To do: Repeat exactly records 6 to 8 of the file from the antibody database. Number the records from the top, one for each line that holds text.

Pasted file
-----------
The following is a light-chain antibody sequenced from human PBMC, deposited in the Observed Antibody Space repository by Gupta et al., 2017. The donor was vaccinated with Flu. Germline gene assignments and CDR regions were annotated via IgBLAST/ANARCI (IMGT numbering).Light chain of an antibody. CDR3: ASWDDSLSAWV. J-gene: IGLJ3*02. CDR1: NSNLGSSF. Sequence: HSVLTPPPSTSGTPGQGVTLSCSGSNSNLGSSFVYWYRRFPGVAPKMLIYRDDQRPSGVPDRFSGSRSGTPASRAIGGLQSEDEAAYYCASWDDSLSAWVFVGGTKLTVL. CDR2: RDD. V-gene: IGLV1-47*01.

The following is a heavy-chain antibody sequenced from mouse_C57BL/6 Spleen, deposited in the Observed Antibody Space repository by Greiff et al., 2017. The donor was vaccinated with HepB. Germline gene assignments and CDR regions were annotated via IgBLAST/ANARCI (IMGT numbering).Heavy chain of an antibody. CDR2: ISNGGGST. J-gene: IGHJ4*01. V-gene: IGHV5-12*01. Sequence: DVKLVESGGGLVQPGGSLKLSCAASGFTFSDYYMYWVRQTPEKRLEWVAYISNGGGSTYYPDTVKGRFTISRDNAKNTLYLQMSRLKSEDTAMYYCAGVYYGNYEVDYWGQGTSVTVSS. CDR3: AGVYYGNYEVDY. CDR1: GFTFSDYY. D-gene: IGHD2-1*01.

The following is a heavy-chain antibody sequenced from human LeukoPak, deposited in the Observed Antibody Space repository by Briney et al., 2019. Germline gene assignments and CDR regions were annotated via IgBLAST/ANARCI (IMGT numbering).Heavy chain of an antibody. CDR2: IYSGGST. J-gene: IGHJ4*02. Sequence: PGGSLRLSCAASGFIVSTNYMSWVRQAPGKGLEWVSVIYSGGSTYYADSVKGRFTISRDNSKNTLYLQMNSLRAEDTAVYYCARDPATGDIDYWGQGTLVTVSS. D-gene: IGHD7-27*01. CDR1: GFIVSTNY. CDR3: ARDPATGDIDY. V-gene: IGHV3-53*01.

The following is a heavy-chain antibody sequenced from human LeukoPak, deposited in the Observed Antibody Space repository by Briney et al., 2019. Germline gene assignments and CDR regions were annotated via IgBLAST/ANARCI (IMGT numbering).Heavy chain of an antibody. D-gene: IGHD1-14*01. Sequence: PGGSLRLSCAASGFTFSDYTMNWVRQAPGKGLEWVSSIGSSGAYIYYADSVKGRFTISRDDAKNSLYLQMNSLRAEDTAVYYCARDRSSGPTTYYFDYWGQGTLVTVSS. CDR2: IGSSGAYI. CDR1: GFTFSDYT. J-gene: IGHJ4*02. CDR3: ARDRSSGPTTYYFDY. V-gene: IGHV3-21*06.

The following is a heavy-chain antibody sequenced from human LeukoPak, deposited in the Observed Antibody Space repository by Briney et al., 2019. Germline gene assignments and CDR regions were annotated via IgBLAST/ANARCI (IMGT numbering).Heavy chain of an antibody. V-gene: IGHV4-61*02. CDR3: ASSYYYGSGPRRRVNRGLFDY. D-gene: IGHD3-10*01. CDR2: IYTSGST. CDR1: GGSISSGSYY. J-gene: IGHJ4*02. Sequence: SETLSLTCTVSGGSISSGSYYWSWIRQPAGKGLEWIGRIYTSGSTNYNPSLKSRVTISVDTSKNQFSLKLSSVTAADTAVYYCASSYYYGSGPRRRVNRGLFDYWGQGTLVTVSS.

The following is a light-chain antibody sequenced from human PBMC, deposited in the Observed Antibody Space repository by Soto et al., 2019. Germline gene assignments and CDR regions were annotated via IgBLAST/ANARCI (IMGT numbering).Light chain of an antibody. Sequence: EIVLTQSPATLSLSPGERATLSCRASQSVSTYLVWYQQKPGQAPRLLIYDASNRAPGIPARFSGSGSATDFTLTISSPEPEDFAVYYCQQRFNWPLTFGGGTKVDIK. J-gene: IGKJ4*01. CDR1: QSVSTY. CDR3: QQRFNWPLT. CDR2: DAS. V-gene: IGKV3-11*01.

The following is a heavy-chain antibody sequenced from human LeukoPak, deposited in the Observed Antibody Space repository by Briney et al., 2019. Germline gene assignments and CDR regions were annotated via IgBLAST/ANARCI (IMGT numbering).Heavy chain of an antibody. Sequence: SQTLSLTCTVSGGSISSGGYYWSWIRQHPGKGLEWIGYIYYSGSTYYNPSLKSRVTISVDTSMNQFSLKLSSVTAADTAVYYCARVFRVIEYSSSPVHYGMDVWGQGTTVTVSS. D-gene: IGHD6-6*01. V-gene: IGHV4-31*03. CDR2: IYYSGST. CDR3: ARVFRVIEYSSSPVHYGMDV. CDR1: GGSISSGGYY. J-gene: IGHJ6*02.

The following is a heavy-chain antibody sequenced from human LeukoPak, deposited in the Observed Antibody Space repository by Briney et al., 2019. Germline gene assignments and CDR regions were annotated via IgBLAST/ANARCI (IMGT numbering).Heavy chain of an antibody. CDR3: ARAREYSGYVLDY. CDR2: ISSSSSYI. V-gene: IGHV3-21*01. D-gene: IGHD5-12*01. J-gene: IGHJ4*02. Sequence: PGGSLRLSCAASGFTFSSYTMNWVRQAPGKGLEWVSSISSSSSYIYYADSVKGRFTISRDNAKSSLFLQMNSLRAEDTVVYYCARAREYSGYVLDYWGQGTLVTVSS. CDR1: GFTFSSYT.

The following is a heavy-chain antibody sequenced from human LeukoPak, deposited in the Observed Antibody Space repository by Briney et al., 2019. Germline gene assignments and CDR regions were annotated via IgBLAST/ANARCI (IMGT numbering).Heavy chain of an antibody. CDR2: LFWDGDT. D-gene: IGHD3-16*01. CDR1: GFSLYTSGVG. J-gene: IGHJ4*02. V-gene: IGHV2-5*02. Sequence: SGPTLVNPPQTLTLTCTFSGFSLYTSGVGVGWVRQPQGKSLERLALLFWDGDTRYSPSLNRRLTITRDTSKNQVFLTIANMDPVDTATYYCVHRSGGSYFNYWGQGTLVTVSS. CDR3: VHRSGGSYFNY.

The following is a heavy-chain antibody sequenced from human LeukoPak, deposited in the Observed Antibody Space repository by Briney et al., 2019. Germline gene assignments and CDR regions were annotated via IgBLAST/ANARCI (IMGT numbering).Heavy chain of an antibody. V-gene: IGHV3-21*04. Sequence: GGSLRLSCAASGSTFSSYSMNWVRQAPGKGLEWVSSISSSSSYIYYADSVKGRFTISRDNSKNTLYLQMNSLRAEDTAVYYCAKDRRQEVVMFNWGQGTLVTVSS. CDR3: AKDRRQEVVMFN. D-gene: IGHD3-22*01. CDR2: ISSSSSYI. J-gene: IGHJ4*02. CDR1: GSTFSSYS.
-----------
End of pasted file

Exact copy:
The following is a light-chain antibody sequenced from human PBMC, deposited in the Observed Antibody Space repository by Soto et al., 2019. Germline gene assignments and CDR regions were annotated via IgBLAST/ANARCI (IMGT numbering).Light chain of an antibody. Sequence: EIVLTQSPATLSLSPGERATLSCRASQSVSTYLVWYQQKPGQAPRLLIYDASNRAPGIPARFSGSGSATDFTLTISSPEPEDFAVYYCQQRFNWPLTFGGGTKVDIK. J-gene: IGKJ4*01. CDR1: QSVSTY. CDR3: QQRFNWPLT. CDR2: DAS. V-gene: IGKV3-11*01.

The following is a heavy-chain antibody sequenced from human LeukoPak, deposited in the Observed Antibody Space repository by Briney et al., 2019. Germline gene assignments and CDR regions were annotated via IgBLAST/ANARCI (IMGT numbering).Heavy chain of an antibody. Sequence: SQTLSLTCTVSGGSISSGGYYWSWIRQHPGKGLEWIGYIYYSGSTYYNPSLKSRVTISVDTSMNQFSLKLSSVTAADTAVYYCARVFRVIEYSSSPVHYGMDVWGQGTTVTVSS. D-gene: IGHD6-6*01. V-gene: IGHV4-31*03. CDR2: IYYSGST. CDR3: ARVFRVIEYSSSPVHYGMDV. CDR1: GGSISSGGYY. J-gene: IGHJ6*02.

The following is a heavy-chain antibody sequenced from human LeukoPak, deposited in the Observed Antibody Space repository by Briney et al., 2019. Germline gene assignments and CDR regions were annotated via IgBLAST/ANARCI (IMGT numbering).Heavy chain of an antibody. CDR3: ARAREYSGYVLDY. CDR2: ISSSSSYI. V-gene: IGHV3-21*01. D-gene: IGHD5-12*01. J-gene: IGHJ4*02. Sequence: PGGSLRLSCAASGFTFSSYTMNWVRQAPGKGLEWVSSISSSSSYIYYADSVKGRFTISRDNAKSSLFLQMNSLRAEDTVVYYCARAREYSGYVLDYWGQGTLVTVSS. CDR1: GFTFSSYT.